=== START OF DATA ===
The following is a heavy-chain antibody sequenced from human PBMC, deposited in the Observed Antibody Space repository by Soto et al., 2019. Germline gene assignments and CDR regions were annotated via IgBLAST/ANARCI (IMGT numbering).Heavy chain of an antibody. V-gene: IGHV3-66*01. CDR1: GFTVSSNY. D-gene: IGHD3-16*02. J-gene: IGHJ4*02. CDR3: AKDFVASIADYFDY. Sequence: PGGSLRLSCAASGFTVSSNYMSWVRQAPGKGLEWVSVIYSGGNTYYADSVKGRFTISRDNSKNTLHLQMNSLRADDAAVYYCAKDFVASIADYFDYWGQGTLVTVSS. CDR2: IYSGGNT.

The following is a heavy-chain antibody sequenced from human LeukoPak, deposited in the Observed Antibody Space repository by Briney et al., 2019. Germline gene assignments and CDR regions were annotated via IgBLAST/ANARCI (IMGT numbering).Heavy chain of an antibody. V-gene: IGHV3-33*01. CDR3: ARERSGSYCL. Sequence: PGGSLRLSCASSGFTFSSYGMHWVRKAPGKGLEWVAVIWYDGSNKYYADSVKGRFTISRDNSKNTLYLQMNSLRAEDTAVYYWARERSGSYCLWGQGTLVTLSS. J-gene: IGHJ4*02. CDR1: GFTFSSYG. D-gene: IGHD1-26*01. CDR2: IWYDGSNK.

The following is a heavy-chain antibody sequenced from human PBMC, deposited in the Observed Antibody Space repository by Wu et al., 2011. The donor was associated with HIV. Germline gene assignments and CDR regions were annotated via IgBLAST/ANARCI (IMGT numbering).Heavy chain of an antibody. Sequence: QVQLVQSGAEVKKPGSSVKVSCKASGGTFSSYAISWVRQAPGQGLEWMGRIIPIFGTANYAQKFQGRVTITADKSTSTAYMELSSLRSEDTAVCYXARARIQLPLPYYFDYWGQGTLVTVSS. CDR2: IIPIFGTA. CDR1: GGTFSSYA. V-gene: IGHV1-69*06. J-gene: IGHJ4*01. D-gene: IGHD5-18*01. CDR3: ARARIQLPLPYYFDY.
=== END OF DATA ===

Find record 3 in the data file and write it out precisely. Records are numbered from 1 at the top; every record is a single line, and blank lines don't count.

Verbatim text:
The following is a heavy-chain antibody sequenced from human PBMC, deposited in the Observed Antibody Space repository by Wu et al., 2011. The donor was associated with HIV. Germline gene assignments and CDR regions were annotated via IgBLAST/ANARCI (IMGT numbering).Heavy chain of an antibody. Sequence: QVQLVQSGAEVKKPGSSVKVSCKASGGTFSSYAISWVRQAPGQGLEWMGRIIPIFGTANYAQKFQGRVTITADKSTSTAYMELSSLRSEDTAVCYXARARIQLPLPYYFDYWGQGTLVTVSS. CDR2: IIPIFGTA. CDR1: GGTFSSYA. V-gene: IGHV1-69*06. J-gene: IGHJ4*01. D-gene: IGHD5-18*01. CDR3: ARARIQLPLPYYFDY.